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Vanita Kohli-Khandekar: Media and its freedom of expression

News media is going through a boom that our information-starved democracy has never seen before

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The arrest and release of two young girls in Palghar for an innocuous comment on and the arrest of a couple of editors for alleged extortion are facets of the same issue — that of freedom of expression. Whose freedom is greater: the individual’s, a group’s or a company’s? Is a media company’s freedom to unearth scams greater than an individual’s to privacy? Within media companies, is Facebook’s or Twitter’s freedom bigger than India TV’s or Dainik Jagran’s? Is the freedom of those two girls more important than, say, that of a painter? What responsibilities does this freedom come with?

These are just a few of the questions that both these incidents throw up in the new India, where news media – newspapers, TV channels, the internet, radio among others – is going through a boom that our information-starved democracy has never seen before.

Until these questions are answered honestly and adequately, we will keep going round in circles every time a Zee-type scandal erupts or a militant party browbeats a filmmaker, painter or writer.

A good place to look for direction is the UK. The country is currently poring over the details of the Leveson Inquiry Committee report, out last week. was appointed in July 2011 to inquire into the “culture, practices and ethics of the press in its relations with the public, police, politicians and, as to the police and politicians, the conduct of each”. This was done after it was discovered that reporters of the now defunct News of the World had hacked into the telephone messages of dozens of people, including a murdered girl, to access confidential information.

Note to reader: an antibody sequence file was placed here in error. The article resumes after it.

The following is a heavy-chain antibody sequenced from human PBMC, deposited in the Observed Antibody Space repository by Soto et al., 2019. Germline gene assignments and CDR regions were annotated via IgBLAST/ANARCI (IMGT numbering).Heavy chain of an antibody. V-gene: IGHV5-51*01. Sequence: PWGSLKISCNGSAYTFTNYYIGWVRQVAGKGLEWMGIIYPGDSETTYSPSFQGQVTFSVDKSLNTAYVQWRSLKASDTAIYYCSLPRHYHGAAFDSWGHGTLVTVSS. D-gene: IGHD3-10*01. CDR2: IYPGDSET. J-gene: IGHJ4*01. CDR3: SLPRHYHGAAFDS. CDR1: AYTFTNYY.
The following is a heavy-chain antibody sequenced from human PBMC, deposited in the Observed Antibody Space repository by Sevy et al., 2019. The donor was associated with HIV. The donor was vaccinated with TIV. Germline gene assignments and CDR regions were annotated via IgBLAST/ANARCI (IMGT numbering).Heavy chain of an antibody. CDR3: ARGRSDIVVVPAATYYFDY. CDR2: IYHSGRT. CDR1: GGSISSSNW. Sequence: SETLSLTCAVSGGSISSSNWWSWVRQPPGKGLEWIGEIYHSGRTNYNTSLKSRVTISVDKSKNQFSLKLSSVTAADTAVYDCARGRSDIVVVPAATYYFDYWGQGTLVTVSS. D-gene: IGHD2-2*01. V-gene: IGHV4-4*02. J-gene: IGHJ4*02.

On several parameters such as size and heterogeneity the Indian and British media are not comparable. But on many others they are. They both operate in a democracy, have an established tradition of free media and have press councils that are, largely, toothless bodies.

After the hacking scandal, a large number of readers surveyed in the UK have favoured statutory controls. And that is what the Leveson report – compiled after talking to, or reading the evidence of, 637 witnesses – suggests. It recommends an independent-of-the-government media regulatory body that has statutory backing.

Simplistically put, UK Prime Minister now has to decide whether he should allow for some statute-backed, independent regulation of newspapers or just rap them hard on the knuckles and give them a last chance at self-regulation. He seems inclined to do the latter.

What Britain does is critical. If one of the world’s freest media markets finds it worth having a regulator for newspapers, then publishers in India, the world’s second-largest newspaper market, cannot argue against it.

This is where our real differences with the UK media market start showing up. The Leveson Committee is the seventh time in less than 70 years that an inquiry has been commissioned into the workings of the press. We are nowhere close to even having a sane, reasonable discussion on the media — forget a committee. This makes the Indian news media market a happy free-for-all.

The News Broadcasters Association, or NBA, has a content code and strict rules for members who do not adhere to it. However, the bulk of the troublesome news channels circumvent those simply by not becoming members of NBA.

In 2009 several prominent newspapers were caught taking money to cover candidates in the general election. Just about half a dozen of the other papers covered the ensuing ruckus and the report. The guilty brands are not just sanguine, they are brazen. According to Information and Broadcasting Minister Manish Tewari, the Election Commission has so far received 750 complaints on paid news in 2012, up from 155 in 2011.

Add to this the Zee News case, or the others coming out, and the government doesn’t need to do any clamping down — Indian media is in self-destruct mode anyway. All it needs is a few more episodes like these for people to demand that the news they get be controlled. Note that there has been very little defence offered in favour of Zee by anybody. The media’s reputation has gone down so much that there is a general sense that “something must be wrong”.

On the other hand, Salman Rushdie, M F Husain or those poor girls in Palghar are the reason you need patience when rogue newspapers and television channels commit their excesses. Because when there is a real issue, only a free media can run with it, without fear or favour.

The worrying part is that the good media companies remain strangely silent on the excesses of the rogue brands. Or on the creeping interest that the government has shown in media regulation. If only Indian media owners could sit up and take charge of their industry. If they don’t, very soon some retired bureaucrat or judge will be telling them what they can or cannot publish.


 

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